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Cellphones Music

Will You Stream Or Download Your Mobile Music? 175

Posted by timothy
from the because-streaming-is-perfectlly-reliable dept.
mikp writes "In a David-and-Goliath style fight, small music companies are battling it out with established behemoths to see who can own the future of mobile music. Spotify, the Europe-based music streaming company, is about to launch its iPhone app and has plans to develop it for other mobile platforms soon. In a preview, Spotify shows how you can cache songs to your iPhone so that you don't always need a connection but the songs don't remain on your iPhone permanently. Nokia, on the other hand, has just announced two more music phones that will feature Comes With Music, an unlimited music-download service that involves a one time fee, which is part of the price of the CWM phone, and lets you download music for free (and you get to keep it) for a year. The question remains, are people more likely to stream or download music on their mobile phones?"
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Will You Stream Or Download Your Mobile Music?

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  • Neither (Score:3, Informative)

    by oldspewey (1303305) on Wednesday September 02, 2009 @02:51PM (#29289327)

    I'd rather buy music on physical CDs, rip it to my hard drive, and then load and play it on the device(s) of my choosing.

    But then I'm old-school that way.

  • by eldavojohn (898314) * <eldavojohn.gmail@com> on Wednesday September 02, 2009 @02:55PM (#29289405) Journal

    Nokia, on the other hand, has just announced two more music phones that will feature Comes With Music, an unlimited music-download service that involves a one time fee, which is part of the price of the CMW phone, and lets you download music for free (and you get to keep it) for a year.

    Am I the only person that went to the CWM page and slid the "Please Select Your Location" bar up and down for about 5 minutes? The United States of America does not appear to be on the list. Is this music going to be restricted by what region you live in? Because when I click UK they say they asked the best in the music industry to sign a deal with them and they all said yes ... are they talking UK only? How did they handle royalties and copyright fees? Is that why there's no US?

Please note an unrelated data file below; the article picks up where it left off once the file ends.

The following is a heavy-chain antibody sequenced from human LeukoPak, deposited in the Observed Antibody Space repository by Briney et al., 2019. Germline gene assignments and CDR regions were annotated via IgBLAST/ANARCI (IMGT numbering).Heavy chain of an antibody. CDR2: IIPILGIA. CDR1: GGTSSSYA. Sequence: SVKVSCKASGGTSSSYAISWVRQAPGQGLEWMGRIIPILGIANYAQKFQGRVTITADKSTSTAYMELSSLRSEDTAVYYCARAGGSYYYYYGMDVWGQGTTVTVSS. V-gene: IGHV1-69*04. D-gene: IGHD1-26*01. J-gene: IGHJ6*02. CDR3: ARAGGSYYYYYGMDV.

• by Anonymous Coward on Wednesday September 02, 2009 @03:13PM (#29289725)

    You're not the only one, looks like CNET did too :-)

    "Comes with Music not coming to U.S. in 2009"
    http://news.cnet.com/8301-13526_3-10323257-27.html

  • by amicusNYCL (1538833) on Wednesday September 02, 2009 @03:15PM (#29289751)

    Am I the only person that went to the CWM page and slid the "Please Select Your Location" bar up and down for about 5 minutes?

    Dude, there's only 10 items in the list, and they're alphabetized. Did you read each one for 30 seconds to see if it said "United States"? If you click on "Can't Find Your Location" you go to the regular Nokia store where there's another location dropdown with more options, but still no US. It also has a section titled "Available In These Countries", still no US. There's also a box to enter your email to get notified when the store becomes available in another country (the US is listed in that box).

    So yeah, there's no US support. They don't bother to explain why.

  • by greyhueofdoubt (1159527) on Wednesday September 02, 2009 @03:47PM (#29290217) Homepage Journal

    In my car and in my house, my computer or phone get plugged into real speakers. While the little speakers on the phone might be lacking in fidelity, the codec is just fine and decent-quality mp3's or m4a's sound great played over a system.

    When I can wear a quality set of headphones, I use them. They sound great.

    And yes, every now and then I want a little music while I'm gardening or working in the garage, and the iphone's speakers are good enough that I can set the phone down and hear the music just fine. It's like the little world-band radio that I used to use but now I get to choose my own music.

    And I do stream music, and it sounds surprisingly good.

    But then, I've always been the kind of person who listens to the *music* and not the *speakers*.

    -b

  • by Anonymous Coward on Wednesday September 02, 2009 @03:57PM (#29290395)